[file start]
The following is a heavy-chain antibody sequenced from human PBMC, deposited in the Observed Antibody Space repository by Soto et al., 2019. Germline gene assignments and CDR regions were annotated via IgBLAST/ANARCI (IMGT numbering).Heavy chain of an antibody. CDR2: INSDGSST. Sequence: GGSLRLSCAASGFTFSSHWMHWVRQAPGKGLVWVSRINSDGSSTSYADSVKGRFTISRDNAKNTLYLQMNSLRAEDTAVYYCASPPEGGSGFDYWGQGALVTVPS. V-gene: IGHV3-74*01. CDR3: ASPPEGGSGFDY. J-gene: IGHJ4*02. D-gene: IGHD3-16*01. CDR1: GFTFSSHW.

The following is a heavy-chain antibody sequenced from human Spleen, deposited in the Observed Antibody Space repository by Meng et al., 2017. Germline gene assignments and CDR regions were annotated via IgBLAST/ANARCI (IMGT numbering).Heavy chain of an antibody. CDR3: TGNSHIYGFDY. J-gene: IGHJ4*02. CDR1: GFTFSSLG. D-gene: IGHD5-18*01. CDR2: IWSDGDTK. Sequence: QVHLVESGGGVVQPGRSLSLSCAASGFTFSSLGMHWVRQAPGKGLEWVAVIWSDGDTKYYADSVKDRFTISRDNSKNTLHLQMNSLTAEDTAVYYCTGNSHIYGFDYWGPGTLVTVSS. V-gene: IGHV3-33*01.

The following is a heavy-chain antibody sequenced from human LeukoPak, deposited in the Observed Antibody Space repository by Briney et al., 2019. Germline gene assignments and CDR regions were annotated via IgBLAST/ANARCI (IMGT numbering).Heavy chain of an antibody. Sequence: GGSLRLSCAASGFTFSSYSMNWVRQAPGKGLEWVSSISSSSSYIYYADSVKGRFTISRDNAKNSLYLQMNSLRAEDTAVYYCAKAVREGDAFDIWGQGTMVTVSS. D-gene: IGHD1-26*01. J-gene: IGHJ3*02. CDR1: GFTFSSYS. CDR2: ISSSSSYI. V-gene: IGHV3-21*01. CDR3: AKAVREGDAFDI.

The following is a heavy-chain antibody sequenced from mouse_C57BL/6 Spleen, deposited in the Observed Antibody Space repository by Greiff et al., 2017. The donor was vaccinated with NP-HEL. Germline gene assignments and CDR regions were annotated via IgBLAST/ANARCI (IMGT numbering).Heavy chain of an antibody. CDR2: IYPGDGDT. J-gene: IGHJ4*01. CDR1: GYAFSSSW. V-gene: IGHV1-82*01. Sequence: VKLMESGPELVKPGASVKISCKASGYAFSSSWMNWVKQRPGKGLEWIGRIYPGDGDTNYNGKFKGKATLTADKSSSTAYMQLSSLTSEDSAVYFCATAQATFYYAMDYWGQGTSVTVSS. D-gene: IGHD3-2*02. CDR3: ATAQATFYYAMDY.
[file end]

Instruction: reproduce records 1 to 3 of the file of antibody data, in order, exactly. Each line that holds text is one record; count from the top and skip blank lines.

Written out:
The following is a heavy-chain antibody sequenced from human PBMC, deposited in the Observed Antibody Space repository by Soto et al., 2019. Germline gene assignments and CDR regions were annotated via IgBLAST/ANARCI (IMGT numbering).Heavy chain of an antibody. CDR2: INSDGSST. Sequence: GGSLRLSCAASGFTFSSHWMHWVRQAPGKGLVWVSRINSDGSSTSYADSVKGRFTISRDNAKNTLYLQMNSLRAEDTAVYYCASPPEGGSGFDYWGQGALVTVPS. V-gene: IGHV3-74*01. CDR3: ASPPEGGSGFDY. J-gene: IGHJ4*02. D-gene: IGHD3-16*01. CDR1: GFTFSSHW.

The following is a heavy-chain antibody sequenced from human Spleen, deposited in the Observed Antibody Space repository by Meng et al., 2017. Germline gene assignments and CDR regions were annotated via IgBLAST/ANARCI (IMGT numbering).Heavy chain of an antibody. CDR3: TGNSHIYGFDY. J-gene: IGHJ4*02. CDR1: GFTFSSLG. D-gene: IGHD5-18*01. CDR2: IWSDGDTK. Sequence: QVHLVESGGGVVQPGRSLSLSCAASGFTFSSLGMHWVRQAPGKGLEWVAVIWSDGDTKYYADSVKDRFTISRDNSKNTLHLQMNSLTAEDTAVYYCTGNSHIYGFDYWGPGTLVTVSS. V-gene: IGHV3-33*01.

The following is a heavy-chain antibody sequenced from human LeukoPak, deposited in the Observed Antibody Space repository by Briney et al., 2019. Germline gene assignments and CDR regions were annotated via IgBLAST/ANARCI (IMGT numbering).Heavy chain of an antibody. Sequence: GGSLRLSCAASGFTFSSYSMNWVRQAPGKGLEWVSSISSSSSYIYYADSVKGRFTISRDNAKNSLYLQMNSLRAEDTAVYYCAKAVREGDAFDIWGQGTMVTVSS. D-gene: IGHD1-26*01. J-gene: IGHJ3*02. CDR1: GFTFSSYS. CDR2: ISSSSSYI. V-gene: IGHV3-21*01. CDR3: AKAVREGDAFDI.